#### Out of sample.

Let us create a split of samples for a given D:{*S*, *R*, *R _{M}*,

*R*} data set (19):(27)where the corresponding samples for the securities are , and , , the split for market returns is and , and the split for the risk free rates is and , where , , , (1≤

_{F}*i*≤

*l*), and

*m*+

*p*=

*n*.

The explanatory values contain the risk estimates for the set of securities based on the data set *D ^{I}*:(28)and the target values are the expected risk premium of the securities based on

*D*:(29)

^{O}Based on (26), (28) and (29), the estimation of the out-of-sample explanatory (predictive) power is the following:(30)

Both in- and out of sample we test whether the difference between the explanatory power of the investigated risk measures (standard deviation, CAPM beta, Shannon- and Rényi entropy) are significant by applying bootstrapping method. In our bootstrap iteration we remove 25 random stocks from the investigated 150 ones and measure the *R ^{2}*s of the four different models. We apply 1000 iterations to approximate the distribution of

*R*

^{2}values on random selection, and we test the equality of means of

*R*s by applying

^{2}*t-test*on the generated samples.

## Results and Discussion

We present the empirical results in four parts. First, we show how the entropy behaves in the function of securities involved into the portfolio. Second, we present the long-term explanatory power of the investigated models. Third we examine and compare the performance of different risk measures in in upward and downward market trends. Fourth we apply the different risk parameters to predict future returns, thus we test the out of sample explanatory power of the well-known risk parameters and compare their efficiency to the entropy based risk measures.

### Characterizing the diversification effect

We investigate whether entropy is able to measure the reduction of risk by diversification. We generate 10 million random equally-weighted portfolios with different numbers of securities involved (at most 100,000 for each size), based on the 150 randomly selected securities from the S&P500. The risk of portfolios is estimated by standard deviation, and by the Shannon and Rényi entropies using risk premiums for the full period. Because the CAPM beta measures the systematic risk only, we exclude it from the investigation of risk reduction. Both types of entropy functions are calculated by the histogram-based density function estimation, with 175 bins for the Shannon entropy and 50 bins for the Rényi entropy. (We tested the histogram, sample spacing and kernel density estimation methods, and the histogram-based method proved to be the most efficient in terms of explanatory and predictive power and simplicity. See our results in S3 Table.)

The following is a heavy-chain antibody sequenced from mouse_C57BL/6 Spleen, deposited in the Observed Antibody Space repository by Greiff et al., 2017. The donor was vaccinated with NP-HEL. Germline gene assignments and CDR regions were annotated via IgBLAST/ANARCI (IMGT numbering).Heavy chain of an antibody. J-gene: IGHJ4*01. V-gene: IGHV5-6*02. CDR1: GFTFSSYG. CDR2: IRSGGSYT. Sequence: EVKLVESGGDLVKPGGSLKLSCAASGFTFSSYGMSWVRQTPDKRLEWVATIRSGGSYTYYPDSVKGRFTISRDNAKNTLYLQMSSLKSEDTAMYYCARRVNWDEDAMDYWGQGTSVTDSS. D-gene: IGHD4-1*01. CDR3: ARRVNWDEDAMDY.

Fig. 1 shows the diversification effects that are characterized by the entropic risk measures and by the standard deviation. For 10 random securities involved in the portfolio, approximately 40% of risk reduction can be achieved compared to a single random security, based on all of the three risk estimators under investigation.

*Note*: We generate 10 million random equally weighted portfolios with different number of securities involved (at most 100,000 for each size) based on 150 randomly selected securities from S&P500. The risk of portfolios is estimated by standard deviation (gray continuous curve), Shannon- (black continuous curve) and Rényi entropy (black dashed curve) in the period from 1985 to the end of 2011. Both types of entropy functions are calculated by histogram based density function estimation. The left chart shows the average risk estimates for each portfolio size, and the right chart shows the risk reduction compared to an average risk of single security portfolio.